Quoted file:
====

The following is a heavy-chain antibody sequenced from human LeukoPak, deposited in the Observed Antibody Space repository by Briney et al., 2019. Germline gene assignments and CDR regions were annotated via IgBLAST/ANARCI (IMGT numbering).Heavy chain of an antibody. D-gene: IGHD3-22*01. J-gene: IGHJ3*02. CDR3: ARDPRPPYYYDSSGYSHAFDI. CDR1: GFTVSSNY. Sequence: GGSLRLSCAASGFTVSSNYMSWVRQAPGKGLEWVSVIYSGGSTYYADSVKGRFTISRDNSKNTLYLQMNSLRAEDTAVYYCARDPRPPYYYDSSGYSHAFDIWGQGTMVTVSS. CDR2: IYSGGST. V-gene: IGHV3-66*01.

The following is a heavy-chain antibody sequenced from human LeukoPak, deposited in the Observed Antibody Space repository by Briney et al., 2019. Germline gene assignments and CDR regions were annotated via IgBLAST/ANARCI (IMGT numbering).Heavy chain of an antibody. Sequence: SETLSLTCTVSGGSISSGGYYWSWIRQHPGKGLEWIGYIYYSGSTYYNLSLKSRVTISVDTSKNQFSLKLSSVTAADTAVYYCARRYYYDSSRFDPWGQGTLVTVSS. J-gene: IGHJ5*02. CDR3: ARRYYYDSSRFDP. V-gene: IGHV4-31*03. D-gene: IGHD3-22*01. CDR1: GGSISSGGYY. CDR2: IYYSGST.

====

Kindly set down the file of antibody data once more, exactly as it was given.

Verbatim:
The following is a heavy-chain antibody sequenced from human LeukoPak, deposited in the Observed Antibody Space repository by Briney et al., 2019. Germline gene assignments and CDR regions were annotated via IgBLAST/ANARCI (IMGT numbering).Heavy chain of an antibody. D-gene: IGHD3-22*01. J-gene: IGHJ3*02. CDR3: ARDPRPPYYYDSSGYSHAFDI. CDR1: GFTVSSNY. Sequence: GGSLRLSCAASGFTVSSNYMSWVRQAPGKGLEWVSVIYSGGSTYYADSVKGRFTISRDNSKNTLYLQMNSLRAEDTAVYYCARDPRPPYYYDSSGYSHAFDIWGQGTMVTVSS. CDR2: IYSGGST. V-gene: IGHV3-66*01.

The following is a heavy-chain antibody sequenced from human LeukoPak, deposited in the Observed Antibody Space repository by Briney et al., 2019. Germline gene assignments and CDR regions were annotated via IgBLAST/ANARCI (IMGT numbering).Heavy chain of an antibody. Sequence: SETLSLTCTVSGGSISSGGYYWSWIRQHPGKGLEWIGYIYYSGSTYYNLSLKSRVTISVDTSKNQFSLKLSSVTAADTAVYYCARRYYYDSSRFDPWGQGTLVTVSS. J-gene: IGHJ5*02. CDR3: ARRYYYDSSRFDP. V-gene: IGHV4-31*03. D-gene: IGHD3-22*01. CDR1: GGSISSGGYY. CDR2: IYYSGST.